Synapsys measures both eyes during VHIT, but in this study, it was chosen to only use traces from the right eye, to better facilitate comparison with Interacoustics and Otometrics, which only register data from the right eye. In case of missing values from the right eye, data from the left eye were used. Because of the lower resolution of the Synapsys camera (100 Hz), the original eye and head position data were resampled to 250 Hz using linear interpolation. By differentiating these eye and head position traces, the velocity traces were calculated for eye and head movements recorded with the Synapsys system. Eye and head velocity traces from Interacoustics and Otometrics were directly extracted from the system itself. Eye and head position data for these two systems were calculated using numerical integration. Head and eye acceleration data were calculated for all three systems by differentiating the eye and head velocity signal.
To establish artefact-free traces for analysis, traces were removed when (1) peak head velocity was < 120°/s, or (2) the head velocity trace contained a bounce at the end of the impulse of > 50% of peak head velocity, or (3) head velocity never crossed zero after peak head velocity (within the recorded time frame), or (4) the head velocity trace contained missing values, or (5) the shape of the head velocity trace implied an inadequate head impulse, assessed by visual inspection and consensus between three authors (RB, DS, TD), or (6) when the mean head velocity of the interval of 80 ms prior and 120 ms after a peak head velocity was not in the range of ± 3 SD of the set of mean head velocities calculated in the same interval in all traces of one patient [4, 15, 16].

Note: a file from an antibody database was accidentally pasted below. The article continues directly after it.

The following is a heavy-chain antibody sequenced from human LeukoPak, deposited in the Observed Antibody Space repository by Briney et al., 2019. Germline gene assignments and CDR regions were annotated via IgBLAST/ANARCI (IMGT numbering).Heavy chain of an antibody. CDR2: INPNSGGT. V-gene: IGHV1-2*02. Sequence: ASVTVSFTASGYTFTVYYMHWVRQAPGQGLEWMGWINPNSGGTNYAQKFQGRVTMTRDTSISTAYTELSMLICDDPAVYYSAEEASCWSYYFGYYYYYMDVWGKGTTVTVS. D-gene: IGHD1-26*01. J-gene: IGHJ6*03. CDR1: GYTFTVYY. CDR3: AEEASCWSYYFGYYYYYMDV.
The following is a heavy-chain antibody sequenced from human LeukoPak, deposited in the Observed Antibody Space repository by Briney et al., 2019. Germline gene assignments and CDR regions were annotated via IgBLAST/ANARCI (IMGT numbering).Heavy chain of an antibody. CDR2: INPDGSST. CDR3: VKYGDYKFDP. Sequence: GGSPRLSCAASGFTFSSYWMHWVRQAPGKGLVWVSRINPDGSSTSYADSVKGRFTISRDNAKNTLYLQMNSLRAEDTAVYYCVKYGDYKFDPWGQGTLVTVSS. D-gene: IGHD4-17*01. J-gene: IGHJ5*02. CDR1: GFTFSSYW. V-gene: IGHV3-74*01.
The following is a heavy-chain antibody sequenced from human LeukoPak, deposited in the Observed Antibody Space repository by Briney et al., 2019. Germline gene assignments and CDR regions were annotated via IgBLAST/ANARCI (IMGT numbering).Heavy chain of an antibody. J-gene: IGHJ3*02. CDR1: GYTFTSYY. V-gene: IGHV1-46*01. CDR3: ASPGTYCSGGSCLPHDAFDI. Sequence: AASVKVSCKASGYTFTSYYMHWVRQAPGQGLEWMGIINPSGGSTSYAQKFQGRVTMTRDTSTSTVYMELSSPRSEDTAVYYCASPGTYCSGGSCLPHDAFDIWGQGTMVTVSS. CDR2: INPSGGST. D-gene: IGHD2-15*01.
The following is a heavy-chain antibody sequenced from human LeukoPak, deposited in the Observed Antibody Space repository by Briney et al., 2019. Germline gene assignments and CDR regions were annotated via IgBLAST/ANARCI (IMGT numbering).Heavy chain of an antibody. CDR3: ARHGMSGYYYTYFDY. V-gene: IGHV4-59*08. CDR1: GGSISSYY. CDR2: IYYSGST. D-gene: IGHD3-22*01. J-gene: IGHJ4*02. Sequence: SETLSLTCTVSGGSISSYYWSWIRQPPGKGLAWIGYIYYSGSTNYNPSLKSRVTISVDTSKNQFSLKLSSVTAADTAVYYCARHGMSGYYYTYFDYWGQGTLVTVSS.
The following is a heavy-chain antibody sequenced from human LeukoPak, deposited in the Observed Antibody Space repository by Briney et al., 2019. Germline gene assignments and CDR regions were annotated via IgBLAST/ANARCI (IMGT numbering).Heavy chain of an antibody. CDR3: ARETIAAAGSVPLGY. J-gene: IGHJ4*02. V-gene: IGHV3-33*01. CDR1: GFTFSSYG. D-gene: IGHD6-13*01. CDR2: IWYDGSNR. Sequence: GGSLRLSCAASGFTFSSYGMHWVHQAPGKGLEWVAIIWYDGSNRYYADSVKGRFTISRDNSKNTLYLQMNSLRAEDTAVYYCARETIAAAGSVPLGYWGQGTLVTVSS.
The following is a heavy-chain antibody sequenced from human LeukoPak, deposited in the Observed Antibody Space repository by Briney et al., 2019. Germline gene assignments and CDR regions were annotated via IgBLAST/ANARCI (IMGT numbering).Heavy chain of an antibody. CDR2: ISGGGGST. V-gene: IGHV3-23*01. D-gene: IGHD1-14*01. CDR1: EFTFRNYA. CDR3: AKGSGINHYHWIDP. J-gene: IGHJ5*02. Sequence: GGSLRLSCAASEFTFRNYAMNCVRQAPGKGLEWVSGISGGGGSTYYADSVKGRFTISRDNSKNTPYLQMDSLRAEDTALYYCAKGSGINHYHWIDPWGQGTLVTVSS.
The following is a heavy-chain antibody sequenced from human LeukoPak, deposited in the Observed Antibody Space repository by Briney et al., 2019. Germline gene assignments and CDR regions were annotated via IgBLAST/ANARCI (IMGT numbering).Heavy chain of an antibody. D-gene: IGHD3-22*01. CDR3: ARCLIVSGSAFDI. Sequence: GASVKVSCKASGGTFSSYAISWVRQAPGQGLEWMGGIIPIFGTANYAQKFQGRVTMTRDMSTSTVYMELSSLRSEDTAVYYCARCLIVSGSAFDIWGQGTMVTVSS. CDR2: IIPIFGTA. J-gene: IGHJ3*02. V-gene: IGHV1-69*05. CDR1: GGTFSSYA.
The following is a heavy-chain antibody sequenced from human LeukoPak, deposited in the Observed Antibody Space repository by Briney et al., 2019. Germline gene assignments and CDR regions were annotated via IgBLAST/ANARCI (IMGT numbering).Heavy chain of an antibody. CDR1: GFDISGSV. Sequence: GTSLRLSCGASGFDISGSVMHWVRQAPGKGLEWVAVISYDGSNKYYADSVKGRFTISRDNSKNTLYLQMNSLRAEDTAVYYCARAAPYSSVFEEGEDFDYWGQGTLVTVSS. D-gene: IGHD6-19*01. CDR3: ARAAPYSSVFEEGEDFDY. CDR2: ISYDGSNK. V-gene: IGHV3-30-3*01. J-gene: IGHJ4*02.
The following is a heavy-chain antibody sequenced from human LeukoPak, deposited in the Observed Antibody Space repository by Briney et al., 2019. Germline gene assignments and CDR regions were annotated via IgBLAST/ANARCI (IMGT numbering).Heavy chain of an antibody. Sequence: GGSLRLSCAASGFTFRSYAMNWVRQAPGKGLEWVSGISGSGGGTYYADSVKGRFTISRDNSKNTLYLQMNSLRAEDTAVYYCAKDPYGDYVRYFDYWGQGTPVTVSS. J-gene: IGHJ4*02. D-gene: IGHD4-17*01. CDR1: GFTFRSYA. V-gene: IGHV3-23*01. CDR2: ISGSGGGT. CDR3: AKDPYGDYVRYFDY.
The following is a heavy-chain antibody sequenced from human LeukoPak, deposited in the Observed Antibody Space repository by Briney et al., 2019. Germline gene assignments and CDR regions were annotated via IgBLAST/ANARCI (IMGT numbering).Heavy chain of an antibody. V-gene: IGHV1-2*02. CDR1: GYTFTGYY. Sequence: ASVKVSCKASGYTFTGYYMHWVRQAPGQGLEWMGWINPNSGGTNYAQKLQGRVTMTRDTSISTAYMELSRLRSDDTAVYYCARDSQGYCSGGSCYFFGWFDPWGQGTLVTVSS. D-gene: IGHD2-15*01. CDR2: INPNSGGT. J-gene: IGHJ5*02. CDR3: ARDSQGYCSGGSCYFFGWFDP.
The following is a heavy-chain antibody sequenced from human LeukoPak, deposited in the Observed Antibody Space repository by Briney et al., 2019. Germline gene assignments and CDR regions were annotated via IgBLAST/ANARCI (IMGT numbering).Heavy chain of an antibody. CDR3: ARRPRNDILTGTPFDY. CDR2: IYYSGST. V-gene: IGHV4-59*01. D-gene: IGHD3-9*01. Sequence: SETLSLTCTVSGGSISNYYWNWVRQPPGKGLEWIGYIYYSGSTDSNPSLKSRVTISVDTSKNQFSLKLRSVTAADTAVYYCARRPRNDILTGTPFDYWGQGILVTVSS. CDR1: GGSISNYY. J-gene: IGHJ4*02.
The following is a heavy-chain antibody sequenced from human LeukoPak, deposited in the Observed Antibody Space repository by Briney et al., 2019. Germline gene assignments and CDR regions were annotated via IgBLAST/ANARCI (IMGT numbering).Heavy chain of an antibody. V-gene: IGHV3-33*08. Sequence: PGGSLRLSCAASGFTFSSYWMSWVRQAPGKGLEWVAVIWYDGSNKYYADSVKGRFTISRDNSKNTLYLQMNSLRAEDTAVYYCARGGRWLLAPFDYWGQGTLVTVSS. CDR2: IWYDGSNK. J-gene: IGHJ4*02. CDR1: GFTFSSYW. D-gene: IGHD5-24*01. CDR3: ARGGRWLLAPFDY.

A custom-made algorithm was developed in Mathematica, and applied to extract saccades from the eye traces. To increase accuracy, every saccade was verified by visual inspection in the eye and head velocity and position traces. Two authors needed to achieve consensus (TD, DS) before a saccade was approved. Head impulse onset was specified as head velocity exceeding 10°/s, head impulse offset was defined as head velocity crossing 0°/s. Onset of a saccade was marked as the point where eye velocity crossed 0°/s or eye acceleration reached 2000°/s2. Saccades were included when (1) they occurred after peak head velocity, and (2) had a magnitude of more than 60°/s, and (3) peak velocity of the saccade was recorded, and (4) occurred at least in two traces around the same location within the same trial and patient. A saccade was classified as covert when onset occurred before head velocity crossed zero, and as overt when onset occurred after head velocity crossed zero.